Commentary: Bluder’s Bunch should cherish NCAA experience

BY EVELYN LAU | MARCH 24, 2010 7:30 AM

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PALO ALTO, Calif. — Who could blame the Hawkeyes for being frustrated?

As the No. 8 seed in the second round of the NCAA Tournament, the Iowa women’s basketball team had the daunting task of trying to do what no other team had done in 45 tries — defeating No. 1 seed and second-ranked Stanford at home.

It wasn’t a lack of effort, talent, or heart that did Iowa in.

The Hawkeyes tried to keep up with the Cardinal, but the offensive explosion they displayed proved why they’re the No. 2 team in the country.

Shooting 68.8 percent from the field and hitting 9-of-12 from the 3-point line (including 9-of-9 to start the game) to build a 61-34 lead at halftime, there wasn’t much Iowa could do.

“They were feeling it tonight,” junior Kachine Alexander said on Monday. “Stuff like that happens. You kind of just have to make adjustments and we weren’t able to do that tonight.”

While the loss was disappointing, it wasn’t necessarily unexpected.

The only team to lead UConn at halftime, Stanford played one of its best all-around games.

Unfortunately for the Hawkeyes, it was against them.

But head coach Lisa Bluder and the players should take solace in knowing Iowa received an opportunity of a lifetime. After starting the Big Ten season 1-6 and losing three players to injuries, the team put together a remarkable stretch to turn the season around.

Iowa ended as the Big Ten runner-up (losing by two points) and made it to the second-round of the Big Dance for the first time since 2002.

Back in January, that would have seemed like a far-fetched fantasy.

And on the grandest stage, junior Kachine Alexander continued her All-American campaign bid with 27 points and six rebounds against the stifling Cardinal defense.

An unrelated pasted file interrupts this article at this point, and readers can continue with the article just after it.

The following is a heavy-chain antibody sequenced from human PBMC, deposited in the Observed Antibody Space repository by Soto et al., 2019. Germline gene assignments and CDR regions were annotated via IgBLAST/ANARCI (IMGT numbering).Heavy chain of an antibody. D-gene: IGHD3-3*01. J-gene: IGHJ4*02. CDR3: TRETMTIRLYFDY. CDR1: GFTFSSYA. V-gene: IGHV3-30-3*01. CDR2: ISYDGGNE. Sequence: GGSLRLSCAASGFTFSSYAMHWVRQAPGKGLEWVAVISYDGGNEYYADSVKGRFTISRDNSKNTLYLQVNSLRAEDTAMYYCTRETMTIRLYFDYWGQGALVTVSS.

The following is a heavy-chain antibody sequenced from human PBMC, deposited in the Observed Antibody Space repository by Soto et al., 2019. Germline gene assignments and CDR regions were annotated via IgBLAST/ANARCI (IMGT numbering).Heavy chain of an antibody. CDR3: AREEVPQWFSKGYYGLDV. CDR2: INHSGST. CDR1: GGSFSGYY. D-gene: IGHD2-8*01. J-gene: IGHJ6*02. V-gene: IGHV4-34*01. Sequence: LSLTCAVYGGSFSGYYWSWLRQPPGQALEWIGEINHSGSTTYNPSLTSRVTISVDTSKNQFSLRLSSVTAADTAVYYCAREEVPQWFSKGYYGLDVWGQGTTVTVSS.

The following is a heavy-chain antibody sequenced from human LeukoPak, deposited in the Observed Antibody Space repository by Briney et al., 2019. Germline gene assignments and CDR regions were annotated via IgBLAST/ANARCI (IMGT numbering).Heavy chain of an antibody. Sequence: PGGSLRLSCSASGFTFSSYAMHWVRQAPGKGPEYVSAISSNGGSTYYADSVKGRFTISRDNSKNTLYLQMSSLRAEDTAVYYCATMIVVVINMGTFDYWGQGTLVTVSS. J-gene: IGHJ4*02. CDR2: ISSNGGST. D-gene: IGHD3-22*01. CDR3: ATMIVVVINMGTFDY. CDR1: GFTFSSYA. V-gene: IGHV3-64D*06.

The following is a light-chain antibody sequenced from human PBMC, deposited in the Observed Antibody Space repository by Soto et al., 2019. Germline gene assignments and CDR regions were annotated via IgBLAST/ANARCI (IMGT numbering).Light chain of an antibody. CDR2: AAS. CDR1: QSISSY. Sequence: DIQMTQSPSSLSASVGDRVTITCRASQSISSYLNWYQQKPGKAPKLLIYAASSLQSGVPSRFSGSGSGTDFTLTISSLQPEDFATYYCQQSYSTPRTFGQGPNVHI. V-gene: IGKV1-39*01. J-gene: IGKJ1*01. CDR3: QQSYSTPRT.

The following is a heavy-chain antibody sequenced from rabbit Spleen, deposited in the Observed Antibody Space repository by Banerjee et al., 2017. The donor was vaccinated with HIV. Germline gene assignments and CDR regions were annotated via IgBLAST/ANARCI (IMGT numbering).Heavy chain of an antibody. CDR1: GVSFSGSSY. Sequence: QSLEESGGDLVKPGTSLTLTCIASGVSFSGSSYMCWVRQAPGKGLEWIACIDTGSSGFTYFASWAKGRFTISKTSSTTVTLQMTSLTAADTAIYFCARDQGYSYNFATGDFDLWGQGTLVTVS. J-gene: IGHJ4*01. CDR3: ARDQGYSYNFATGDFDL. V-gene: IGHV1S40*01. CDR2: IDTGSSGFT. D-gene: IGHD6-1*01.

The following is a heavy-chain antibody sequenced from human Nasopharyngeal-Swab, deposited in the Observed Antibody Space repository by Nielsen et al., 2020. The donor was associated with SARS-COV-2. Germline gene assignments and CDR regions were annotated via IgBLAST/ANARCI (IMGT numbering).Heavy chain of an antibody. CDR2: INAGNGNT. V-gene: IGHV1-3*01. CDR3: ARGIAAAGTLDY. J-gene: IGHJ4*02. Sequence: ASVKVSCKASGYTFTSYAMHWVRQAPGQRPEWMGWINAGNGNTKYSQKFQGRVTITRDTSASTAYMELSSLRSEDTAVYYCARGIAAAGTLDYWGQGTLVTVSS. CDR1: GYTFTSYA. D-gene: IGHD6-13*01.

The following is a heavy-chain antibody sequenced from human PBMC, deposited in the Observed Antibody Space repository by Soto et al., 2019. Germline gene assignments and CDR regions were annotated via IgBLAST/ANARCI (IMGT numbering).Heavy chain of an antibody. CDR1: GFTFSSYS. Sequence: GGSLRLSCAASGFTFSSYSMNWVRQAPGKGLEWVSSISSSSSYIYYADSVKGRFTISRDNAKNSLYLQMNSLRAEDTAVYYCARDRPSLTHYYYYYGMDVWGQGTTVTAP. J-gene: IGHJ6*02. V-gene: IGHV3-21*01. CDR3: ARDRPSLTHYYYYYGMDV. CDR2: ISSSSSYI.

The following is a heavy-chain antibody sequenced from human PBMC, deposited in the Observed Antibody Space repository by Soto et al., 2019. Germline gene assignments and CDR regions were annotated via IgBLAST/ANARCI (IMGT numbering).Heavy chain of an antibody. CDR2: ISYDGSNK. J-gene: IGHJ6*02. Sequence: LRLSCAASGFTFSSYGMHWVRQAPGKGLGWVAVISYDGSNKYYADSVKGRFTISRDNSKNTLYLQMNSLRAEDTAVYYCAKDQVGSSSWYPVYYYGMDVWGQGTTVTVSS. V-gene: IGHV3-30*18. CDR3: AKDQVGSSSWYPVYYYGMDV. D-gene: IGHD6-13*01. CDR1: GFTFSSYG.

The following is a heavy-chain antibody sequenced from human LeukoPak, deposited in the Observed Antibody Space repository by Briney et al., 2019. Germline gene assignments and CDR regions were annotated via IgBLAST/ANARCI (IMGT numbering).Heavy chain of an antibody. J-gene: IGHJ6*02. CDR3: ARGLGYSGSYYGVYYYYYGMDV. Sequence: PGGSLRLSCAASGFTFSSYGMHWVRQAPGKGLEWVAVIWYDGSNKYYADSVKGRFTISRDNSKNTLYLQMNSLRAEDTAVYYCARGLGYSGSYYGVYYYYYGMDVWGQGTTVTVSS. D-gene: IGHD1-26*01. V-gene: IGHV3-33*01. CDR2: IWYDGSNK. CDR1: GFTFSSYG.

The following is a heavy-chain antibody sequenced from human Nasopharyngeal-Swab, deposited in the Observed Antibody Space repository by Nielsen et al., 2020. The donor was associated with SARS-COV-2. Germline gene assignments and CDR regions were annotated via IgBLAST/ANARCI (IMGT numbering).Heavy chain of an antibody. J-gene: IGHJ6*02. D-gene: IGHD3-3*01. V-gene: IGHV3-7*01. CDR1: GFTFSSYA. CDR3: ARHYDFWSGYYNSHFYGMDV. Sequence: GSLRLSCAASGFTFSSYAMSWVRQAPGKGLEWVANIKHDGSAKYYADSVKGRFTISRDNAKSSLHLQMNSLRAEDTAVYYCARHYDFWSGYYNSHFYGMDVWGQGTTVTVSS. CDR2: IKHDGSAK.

Impressed? So were the Stanford faithful, who gave her a standing ovation as she walked toward the bench and out of the game in the final minute.

The plane ride back to Iowa City was quiet, but it wasn’t as glum as one might expect.

Bluder and the players each received a cheerful applause from the Iowa band and cheerleaders as they boarded their flight one by one.

So this wasn’t the way they wanted it to end. But then again, they weren’t even supposed to be here to begin with.

Not with the way the team started the season. Not with the injuries and illnesses. Not with two freshmen, two sophomores, and a junior composing the lineup.

But they did.

While the Hawkeyes may have been frustrated, maybe in a couple of years they’ll be a little thankful, too. If the Hawkeyes plan on contending for a national championship, they need to experience a team like Stanford.

Too big, too fast, too good. At least right now.

Losing by 31 points is never easy for any team, but Alexander hinted at the possibility of an encore performance.

“[Stanford is] a great team, but you can’t really hang your head too low because we don’t really graduate anybody,” Alexander said. “We add people next year. So, there’s only more to look forward to.”

Isn’t that all we can ask for?

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